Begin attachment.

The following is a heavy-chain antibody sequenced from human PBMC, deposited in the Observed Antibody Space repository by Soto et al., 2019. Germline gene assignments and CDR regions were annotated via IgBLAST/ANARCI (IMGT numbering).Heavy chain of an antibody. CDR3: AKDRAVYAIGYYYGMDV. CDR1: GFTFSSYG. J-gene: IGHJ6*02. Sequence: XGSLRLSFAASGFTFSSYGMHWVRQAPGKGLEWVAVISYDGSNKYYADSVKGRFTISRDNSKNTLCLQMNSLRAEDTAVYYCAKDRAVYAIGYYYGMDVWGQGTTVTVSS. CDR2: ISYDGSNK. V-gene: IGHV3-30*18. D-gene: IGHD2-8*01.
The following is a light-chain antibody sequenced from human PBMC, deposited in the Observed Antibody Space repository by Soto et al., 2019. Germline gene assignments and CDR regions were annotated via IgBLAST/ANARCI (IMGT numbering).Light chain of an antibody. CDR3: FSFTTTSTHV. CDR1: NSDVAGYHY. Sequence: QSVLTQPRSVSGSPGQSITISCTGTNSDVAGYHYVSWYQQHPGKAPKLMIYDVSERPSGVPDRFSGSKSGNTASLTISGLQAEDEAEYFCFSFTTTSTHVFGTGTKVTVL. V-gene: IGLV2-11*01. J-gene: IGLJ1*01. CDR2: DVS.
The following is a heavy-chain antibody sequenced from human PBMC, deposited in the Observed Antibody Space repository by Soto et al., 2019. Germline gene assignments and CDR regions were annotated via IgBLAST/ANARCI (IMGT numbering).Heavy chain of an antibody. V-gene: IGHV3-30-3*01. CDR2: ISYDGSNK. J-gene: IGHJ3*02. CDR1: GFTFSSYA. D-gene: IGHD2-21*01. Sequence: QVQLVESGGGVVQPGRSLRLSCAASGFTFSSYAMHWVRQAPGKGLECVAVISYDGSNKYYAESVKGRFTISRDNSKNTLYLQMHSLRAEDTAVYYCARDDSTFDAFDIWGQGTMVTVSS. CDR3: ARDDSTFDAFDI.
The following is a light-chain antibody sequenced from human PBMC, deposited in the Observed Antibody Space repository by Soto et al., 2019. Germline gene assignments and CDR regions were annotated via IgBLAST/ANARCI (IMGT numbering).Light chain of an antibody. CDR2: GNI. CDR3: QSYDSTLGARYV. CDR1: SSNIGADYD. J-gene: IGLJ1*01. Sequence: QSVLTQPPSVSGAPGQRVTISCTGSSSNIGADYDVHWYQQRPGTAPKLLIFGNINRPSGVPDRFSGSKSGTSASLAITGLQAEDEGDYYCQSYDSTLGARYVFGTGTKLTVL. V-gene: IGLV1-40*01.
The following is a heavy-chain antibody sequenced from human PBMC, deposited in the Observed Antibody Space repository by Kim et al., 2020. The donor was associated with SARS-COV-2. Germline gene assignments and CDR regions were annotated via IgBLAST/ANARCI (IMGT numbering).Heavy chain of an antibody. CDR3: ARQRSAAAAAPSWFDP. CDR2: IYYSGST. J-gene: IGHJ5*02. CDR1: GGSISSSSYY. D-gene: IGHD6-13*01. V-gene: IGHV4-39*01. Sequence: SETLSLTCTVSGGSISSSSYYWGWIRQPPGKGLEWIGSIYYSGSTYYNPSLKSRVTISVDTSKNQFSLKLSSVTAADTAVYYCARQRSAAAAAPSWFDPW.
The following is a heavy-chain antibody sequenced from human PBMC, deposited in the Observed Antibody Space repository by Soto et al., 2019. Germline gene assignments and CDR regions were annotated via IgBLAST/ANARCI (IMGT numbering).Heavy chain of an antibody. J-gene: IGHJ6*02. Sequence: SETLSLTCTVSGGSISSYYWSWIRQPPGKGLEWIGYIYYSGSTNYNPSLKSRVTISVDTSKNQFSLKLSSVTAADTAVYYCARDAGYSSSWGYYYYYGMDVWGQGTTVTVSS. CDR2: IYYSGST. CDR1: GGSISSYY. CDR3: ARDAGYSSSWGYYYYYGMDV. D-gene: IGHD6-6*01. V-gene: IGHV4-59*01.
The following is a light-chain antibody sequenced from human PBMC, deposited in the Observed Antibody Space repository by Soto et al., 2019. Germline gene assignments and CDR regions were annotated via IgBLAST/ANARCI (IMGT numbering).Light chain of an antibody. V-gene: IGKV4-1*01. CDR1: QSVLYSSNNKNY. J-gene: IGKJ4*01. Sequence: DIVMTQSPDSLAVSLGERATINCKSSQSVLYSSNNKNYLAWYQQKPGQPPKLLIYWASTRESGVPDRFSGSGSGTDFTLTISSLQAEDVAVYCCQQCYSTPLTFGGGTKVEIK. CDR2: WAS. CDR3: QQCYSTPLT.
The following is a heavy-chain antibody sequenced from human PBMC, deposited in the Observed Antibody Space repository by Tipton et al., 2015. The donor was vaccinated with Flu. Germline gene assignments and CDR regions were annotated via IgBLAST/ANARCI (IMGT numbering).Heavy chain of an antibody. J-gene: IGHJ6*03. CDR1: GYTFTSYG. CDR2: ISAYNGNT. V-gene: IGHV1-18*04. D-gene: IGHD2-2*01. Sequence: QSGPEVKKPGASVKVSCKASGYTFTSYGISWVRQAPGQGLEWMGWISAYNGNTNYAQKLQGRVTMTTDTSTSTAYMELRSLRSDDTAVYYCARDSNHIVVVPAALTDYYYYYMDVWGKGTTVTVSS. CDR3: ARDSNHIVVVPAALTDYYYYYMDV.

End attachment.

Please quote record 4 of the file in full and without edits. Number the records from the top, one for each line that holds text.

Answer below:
The following is a light-chain antibody sequenced from human PBMC, deposited in the Observed Antibody Space repository by Soto et al., 2019. Germline gene assignments and CDR regions were annotated via IgBLAST/ANARCI (IMGT numbering).Light chain of an antibody. CDR2: GNI. CDR3: QSYDSTLGARYV. CDR1: SSNIGADYD. J-gene: IGLJ1*01. Sequence: QSVLTQPPSVSGAPGQRVTISCTGSSSNIGADYDVHWYQQRPGTAPKLLIFGNINRPSGVPDRFSGSKSGTSASLAITGLQAEDEGDYYCQSYDSTLGARYVFGTGTKLTVL. V-gene: IGLV1-40*01.